Heinz body

Heinz bodies are abnormal inclusions found in red blood cells, that consist of denatured hemoglobin.

These structures form as a result of oxidative damage to hemoglobin, leading to the formation of aggregates within the cell.

Heinz bodies are usually removed from red blood cells by the spleen as part of the body’s defense mechanisms against damaged cells.

Conditions that can predispose individuals to the formation of Heinz bodies: enzyme deficiencies (e.g., glucose-6-phosphate dehydrogenase deficiency), exposure to certain drugs or chemicals, or certain types of anemias.

Heinz bodies can lead to hemolysis, potentially resulting in anemia.

The presence of Heinz bodies in red blood cells can be identified microscopically using special stains like crystal violet.

Heinz bodies are not visible with routine blood staining techniques, but can be seen with supravital staining.

The presence of Heinz bodies is classically observed in G6PD deficiency, a genetic disorder that causes hemolytic anemia.

Heinz bodies appear as small round inclusions within the red cell body.

They are not visible when stained with Romanowsky dyes.

They are visualized more clearly with supravital staining: new methylene blue, crystal violet or bromocresol green.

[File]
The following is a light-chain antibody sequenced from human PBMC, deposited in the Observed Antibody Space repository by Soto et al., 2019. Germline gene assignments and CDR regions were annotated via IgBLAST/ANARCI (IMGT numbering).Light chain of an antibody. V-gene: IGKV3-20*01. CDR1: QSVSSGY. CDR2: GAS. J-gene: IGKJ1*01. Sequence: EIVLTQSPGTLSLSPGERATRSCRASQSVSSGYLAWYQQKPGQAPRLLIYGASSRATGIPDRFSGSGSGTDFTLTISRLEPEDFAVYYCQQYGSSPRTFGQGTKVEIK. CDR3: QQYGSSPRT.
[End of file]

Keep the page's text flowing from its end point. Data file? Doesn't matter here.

Heinz bodies are formed by damage to the hemoglobin component through oxidative damage by administered drugs, or from an inherited mutation.

Pathophysiologically an electron from the hemoglobin is transferred to an oxygen molecule, which creates a reactive oxygen species (ROS) that can cause severe cell damage leading to premature cell lysis.

Subsequently damaged cells are cleared by macrophages in the spleen, where the precipitate and damaged membrane are removed, leading to characteristic “bite cells”.

The denaturing process is irreversible.

The continual elimination of damaged cells leads to Heinz body anemia.

Pathways that lead to the hemoglobin damage:

NADPH deficiency can cause a dysfunction in glutathione peroxidase which is an enzyme that converts hydrogen peroxide, a reactive oxygen species, into water.

G6PD (glucose-6-phosphate dehydrogenase) deficiency exacerbated by administration of oxidant drugs (e.g., primaquine, dapsone, quinidine) can also result in Heinz bodies.

G6PD deficient red cells in combination with high levels of oxidants causes a cross-linking of sulfhydryl groups on globin chains which causes a denaturing and formation of Heinz bodies.

Heinz bodies can also be found in chronic liver disease, and alpha thalassemia.

Alpha thalassemia patients have partial or complete defects in alpha globin production, leading to a relative abundance of beta globin chains in the cell.

The excess beta globin chains aggregate to form HbH, which has decreased solubility and precipitates in the red blood cell cytoplasm, due to a perturbation in the quaternary structure of hemoglobin.

The presence of Heinz bodies may also be a feature of hyposplenism/asplenia, when a damaged or absent spleen cannot remove these damaged cells from circulation.

There is no specific treatment for Heinz bodies; however, they are important as a diagnostic indicator for the causative conditions as noted above.

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